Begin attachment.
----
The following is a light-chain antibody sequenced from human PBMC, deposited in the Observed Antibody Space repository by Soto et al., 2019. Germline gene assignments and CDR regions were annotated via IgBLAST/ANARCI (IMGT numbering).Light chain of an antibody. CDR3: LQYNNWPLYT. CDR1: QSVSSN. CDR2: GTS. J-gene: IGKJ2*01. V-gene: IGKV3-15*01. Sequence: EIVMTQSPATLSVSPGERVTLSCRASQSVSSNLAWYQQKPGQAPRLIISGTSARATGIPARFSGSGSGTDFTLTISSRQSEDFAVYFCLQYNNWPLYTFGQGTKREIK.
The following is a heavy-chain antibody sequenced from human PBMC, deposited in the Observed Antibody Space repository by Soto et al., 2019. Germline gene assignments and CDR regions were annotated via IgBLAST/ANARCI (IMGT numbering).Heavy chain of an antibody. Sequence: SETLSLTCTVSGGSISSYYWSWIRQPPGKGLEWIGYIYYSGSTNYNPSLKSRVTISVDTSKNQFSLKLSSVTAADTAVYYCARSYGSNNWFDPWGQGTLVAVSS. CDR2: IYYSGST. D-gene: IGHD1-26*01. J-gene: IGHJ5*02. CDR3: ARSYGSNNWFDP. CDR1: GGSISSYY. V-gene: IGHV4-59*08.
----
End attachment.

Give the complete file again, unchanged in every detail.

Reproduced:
The following is a light-chain antibody sequenced from human PBMC, deposited in the Observed Antibody Space repository by Soto et al., 2019. Germline gene assignments and CDR regions were annotated via IgBLAST/ANARCI (IMGT numbering).Light chain of an antibody. CDR3: LQYNNWPLYT. CDR1: QSVSSN. CDR2: GTS. J-gene: IGKJ2*01. V-gene: IGKV3-15*01. Sequence: EIVMTQSPATLSVSPGERVTLSCRASQSVSSNLAWYQQKPGQAPRLIISGTSARATGIPARFSGSGSGTDFTLTISSRQSEDFAVYFCLQYNNWPLYTFGQGTKREIK.
The following is a heavy-chain antibody sequenced from human PBMC, deposited in the Observed Antibody Space repository by Soto et al., 2019. Germline gene assignments and CDR regions were annotated via IgBLAST/ANARCI (IMGT numbering).Heavy chain of an antibody. Sequence: SETLSLTCTVSGGSISSYYWSWIRQPPGKGLEWIGYIYYSGSTNYNPSLKSRVTISVDTSKNQFSLKLSSVTAADTAVYYCARSYGSNNWFDPWGQGTLVAVSS. CDR2: IYYSGST. D-gene: IGHD1-26*01. J-gene: IGHJ5*02. CDR3: ARSYGSNNWFDP. CDR1: GGSISSYY. V-gene: IGHV4-59*08.